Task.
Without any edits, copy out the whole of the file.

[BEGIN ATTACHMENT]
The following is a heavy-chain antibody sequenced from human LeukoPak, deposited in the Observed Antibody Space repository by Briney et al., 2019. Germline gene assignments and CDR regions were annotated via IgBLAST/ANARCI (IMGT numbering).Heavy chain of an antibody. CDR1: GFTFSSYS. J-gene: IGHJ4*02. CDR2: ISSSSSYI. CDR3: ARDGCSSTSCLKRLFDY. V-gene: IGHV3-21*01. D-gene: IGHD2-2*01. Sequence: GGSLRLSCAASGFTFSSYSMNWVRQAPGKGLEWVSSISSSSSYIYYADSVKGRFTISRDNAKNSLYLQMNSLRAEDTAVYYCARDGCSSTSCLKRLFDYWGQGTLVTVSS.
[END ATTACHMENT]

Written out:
The following is a heavy-chain antibody sequenced from human LeukoPak, deposited in the Observed Antibody Space repository by Briney et al., 2019. Germline gene assignments and CDR regions were annotated via IgBLAST/ANARCI (IMGT numbering).Heavy chain of an antibody. CDR1: GFTFSSYS. J-gene: IGHJ4*02. CDR2: ISSSSSYI. CDR3: ARDGCSSTSCLKRLFDY. V-gene: IGHV3-21*01. D-gene: IGHD2-2*01. Sequence: GGSLRLSCAASGFTFSSYSMNWVRQAPGKGLEWVSSISSSSSYIYYADSVKGRFTISRDNAKNSLYLQMNSLRAEDTAVYYCARDGCSSTSCLKRLFDYWGQGTLVTVSS.